When I was a child, my mother and I rode a bus to and from the downtown Wichita Falls, Texas library every Wednesday and Saturday morning. I can still see it now: a brick, three-story building with floor-to-ceiling windows and the children’s section tucked away in the basement. The librarian, a kindly woman with gray-streaked hair, was always there to help me find the three books I could check out with my library card.
Polished wooden benches were scattered across the linoleum floors, each filled with boys and girls looking through books as their parents made their selections from the stacks on the upper floors. Returning home, Mother and I would hurry to sit on the daybed that served as our sofa, where she would read aloud one of my treasures, each filled with colorful pictures and illustrations to enhance the excitement of the narrative.
Those early years of being read to by my mother, father, aunt, and grandmother spawned a voracious appetite for reading that has remained constant for threescore and seven years. In my experience, a love of literature of all types is perhaps the greatest gift any parent could give their child, a passport to distant lands and a time machine to other eras. It can also give your child many advantages in the years to come.
Here’s how reading can help your child succeed, and how to introduce them to the joys of reading.
Literacy vs. Reading
Stories have been a primary medium of communication since the first family clans. Storytellers capture our imaginations, link us to the past, and establish the boundaries of acceptable behavior. Myths and legends passed from one generation to the next explain the unexplainable and remind us of the human values considered essential and ethical, both now and in the past.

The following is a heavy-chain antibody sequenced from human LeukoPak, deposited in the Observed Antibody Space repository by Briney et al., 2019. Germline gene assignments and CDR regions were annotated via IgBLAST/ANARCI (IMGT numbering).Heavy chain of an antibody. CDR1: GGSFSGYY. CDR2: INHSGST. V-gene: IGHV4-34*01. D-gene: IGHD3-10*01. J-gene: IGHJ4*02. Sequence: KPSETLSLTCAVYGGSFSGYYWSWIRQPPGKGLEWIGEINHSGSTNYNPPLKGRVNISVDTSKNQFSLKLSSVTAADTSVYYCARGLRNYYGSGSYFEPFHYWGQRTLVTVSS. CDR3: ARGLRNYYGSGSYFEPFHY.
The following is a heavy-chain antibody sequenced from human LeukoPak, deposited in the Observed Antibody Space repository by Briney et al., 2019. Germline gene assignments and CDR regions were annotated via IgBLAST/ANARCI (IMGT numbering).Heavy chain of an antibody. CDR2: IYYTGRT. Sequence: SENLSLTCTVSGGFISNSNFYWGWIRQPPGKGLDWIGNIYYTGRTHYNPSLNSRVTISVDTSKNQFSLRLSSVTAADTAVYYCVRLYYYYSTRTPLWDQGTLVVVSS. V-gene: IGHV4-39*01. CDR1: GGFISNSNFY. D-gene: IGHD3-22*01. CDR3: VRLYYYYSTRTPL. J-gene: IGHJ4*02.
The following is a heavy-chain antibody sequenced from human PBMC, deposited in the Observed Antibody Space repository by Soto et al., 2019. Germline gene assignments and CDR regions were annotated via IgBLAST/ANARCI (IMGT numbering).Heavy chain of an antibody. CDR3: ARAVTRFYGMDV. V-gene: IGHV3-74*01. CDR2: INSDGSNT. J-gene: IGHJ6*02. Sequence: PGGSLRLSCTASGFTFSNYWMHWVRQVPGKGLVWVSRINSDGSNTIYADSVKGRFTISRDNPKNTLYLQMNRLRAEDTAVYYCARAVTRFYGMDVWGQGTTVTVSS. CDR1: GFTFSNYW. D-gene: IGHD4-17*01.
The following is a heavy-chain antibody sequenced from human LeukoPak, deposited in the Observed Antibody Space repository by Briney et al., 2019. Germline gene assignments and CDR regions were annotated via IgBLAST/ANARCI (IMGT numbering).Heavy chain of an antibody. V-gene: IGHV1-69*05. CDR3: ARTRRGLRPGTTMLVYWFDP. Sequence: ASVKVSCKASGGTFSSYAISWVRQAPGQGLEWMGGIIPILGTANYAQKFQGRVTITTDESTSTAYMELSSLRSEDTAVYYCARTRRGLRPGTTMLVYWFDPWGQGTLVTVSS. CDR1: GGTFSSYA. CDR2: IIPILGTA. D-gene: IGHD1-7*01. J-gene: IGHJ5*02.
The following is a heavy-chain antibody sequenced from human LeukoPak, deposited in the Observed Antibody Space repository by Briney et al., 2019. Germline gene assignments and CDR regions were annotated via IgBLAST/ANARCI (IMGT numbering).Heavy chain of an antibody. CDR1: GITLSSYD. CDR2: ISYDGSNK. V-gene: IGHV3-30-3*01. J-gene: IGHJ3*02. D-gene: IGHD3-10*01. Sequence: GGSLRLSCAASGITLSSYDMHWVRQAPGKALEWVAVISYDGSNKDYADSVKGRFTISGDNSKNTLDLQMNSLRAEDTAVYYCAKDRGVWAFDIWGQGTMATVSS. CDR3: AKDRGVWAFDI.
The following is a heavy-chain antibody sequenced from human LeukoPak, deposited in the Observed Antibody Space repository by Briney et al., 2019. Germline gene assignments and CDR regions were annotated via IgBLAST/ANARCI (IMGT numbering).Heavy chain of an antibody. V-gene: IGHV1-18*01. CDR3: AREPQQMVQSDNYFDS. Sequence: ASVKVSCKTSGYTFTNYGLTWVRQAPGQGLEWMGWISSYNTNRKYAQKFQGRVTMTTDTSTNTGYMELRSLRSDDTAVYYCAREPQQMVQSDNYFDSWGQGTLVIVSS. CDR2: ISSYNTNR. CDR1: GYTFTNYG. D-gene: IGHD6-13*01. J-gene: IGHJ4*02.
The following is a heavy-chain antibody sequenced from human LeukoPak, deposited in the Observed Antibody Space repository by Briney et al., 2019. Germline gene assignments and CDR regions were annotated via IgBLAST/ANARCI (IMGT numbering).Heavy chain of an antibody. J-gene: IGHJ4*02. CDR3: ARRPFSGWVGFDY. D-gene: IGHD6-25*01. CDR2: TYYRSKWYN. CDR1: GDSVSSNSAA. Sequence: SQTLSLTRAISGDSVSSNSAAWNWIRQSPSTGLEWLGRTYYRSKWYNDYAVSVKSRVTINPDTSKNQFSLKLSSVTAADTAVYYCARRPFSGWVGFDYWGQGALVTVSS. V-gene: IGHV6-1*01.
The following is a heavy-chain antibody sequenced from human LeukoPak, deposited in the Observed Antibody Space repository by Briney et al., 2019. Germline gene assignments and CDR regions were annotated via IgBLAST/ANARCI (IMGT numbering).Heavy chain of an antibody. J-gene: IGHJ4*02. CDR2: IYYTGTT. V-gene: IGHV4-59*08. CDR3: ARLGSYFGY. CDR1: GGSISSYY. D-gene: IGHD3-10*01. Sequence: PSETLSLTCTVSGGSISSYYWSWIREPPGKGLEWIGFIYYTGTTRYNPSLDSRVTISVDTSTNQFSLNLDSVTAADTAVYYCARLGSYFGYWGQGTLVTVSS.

In the ancient Western world, only those wealthy enough to afford a life of leisure or those in religious positions had the opportunity to learn to read. With the advent of the printing press, which made reading materials widely available, as well as improvements in public education, literacy became the norm rather than the exception for the common man.
However, the ability to read and write does not necessarily equate to a love of the written word. Many people assume “literacy” and “reading” are the same thing, but the former refers to the ability to read and write, while the latter refers to the act of interpreting printed words. And while most people today have the ability to read, fewer and fewer are doing so for enjoyment.
The State of Reading Today
The percentage of American adults who read any work of literature declined from 56.9% in 1982 to 43.1% in 2015, according to the National Endowment for the Arts. This is even though the percentage of college graduates in the population more than doubled in the same period, according to the U.S. Census Bureau. Pew Research reports that one-quarter of Americans did not read a single book, in whole or in part, in 2017.
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